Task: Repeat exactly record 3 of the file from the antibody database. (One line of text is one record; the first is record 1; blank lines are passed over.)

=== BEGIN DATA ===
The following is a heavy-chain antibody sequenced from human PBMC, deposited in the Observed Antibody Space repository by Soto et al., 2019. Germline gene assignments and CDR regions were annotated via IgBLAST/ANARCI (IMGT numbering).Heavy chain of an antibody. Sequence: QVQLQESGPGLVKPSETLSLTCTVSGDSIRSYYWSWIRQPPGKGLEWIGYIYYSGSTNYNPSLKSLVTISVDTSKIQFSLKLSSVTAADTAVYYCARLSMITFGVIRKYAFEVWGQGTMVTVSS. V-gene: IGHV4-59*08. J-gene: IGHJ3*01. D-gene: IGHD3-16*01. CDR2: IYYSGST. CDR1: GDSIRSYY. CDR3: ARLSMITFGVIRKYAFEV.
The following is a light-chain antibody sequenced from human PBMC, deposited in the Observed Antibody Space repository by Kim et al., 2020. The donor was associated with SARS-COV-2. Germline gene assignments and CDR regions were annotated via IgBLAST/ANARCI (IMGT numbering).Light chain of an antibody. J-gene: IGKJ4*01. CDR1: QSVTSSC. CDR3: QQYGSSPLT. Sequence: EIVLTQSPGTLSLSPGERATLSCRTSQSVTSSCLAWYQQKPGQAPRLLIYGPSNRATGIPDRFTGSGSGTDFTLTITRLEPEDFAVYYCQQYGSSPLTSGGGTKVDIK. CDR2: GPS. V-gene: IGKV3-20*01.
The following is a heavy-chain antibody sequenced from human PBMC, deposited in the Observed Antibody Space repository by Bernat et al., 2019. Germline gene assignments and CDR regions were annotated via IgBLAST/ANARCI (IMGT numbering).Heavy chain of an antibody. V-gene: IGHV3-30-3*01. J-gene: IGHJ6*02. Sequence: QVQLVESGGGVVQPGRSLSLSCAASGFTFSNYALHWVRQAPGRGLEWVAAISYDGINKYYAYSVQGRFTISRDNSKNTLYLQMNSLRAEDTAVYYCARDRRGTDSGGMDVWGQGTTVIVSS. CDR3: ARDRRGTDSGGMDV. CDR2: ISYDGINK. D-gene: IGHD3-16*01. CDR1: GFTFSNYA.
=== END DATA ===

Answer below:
The following is a heavy-chain antibody sequenced from human PBMC, deposited in the Observed Antibody Space repository by Bernat et al., 2019. Germline gene assignments and CDR regions were annotated via IgBLAST/ANARCI (IMGT numbering).Heavy chain of an antibody. V-gene: IGHV3-30-3*01. J-gene: IGHJ6*02. Sequence: QVQLVESGGGVVQPGRSLSLSCAASGFTFSNYALHWVRQAPGRGLEWVAAISYDGINKYYAYSVQGRFTISRDNSKNTLYLQMNSLRAEDTAVYYCARDRRGTDSGGMDVWGQGTTVIVSS. CDR3: ARDRRGTDSGGMDV. CDR2: ISYDGINK. D-gene: IGHD3-16*01. CDR1: GFTFSNYA.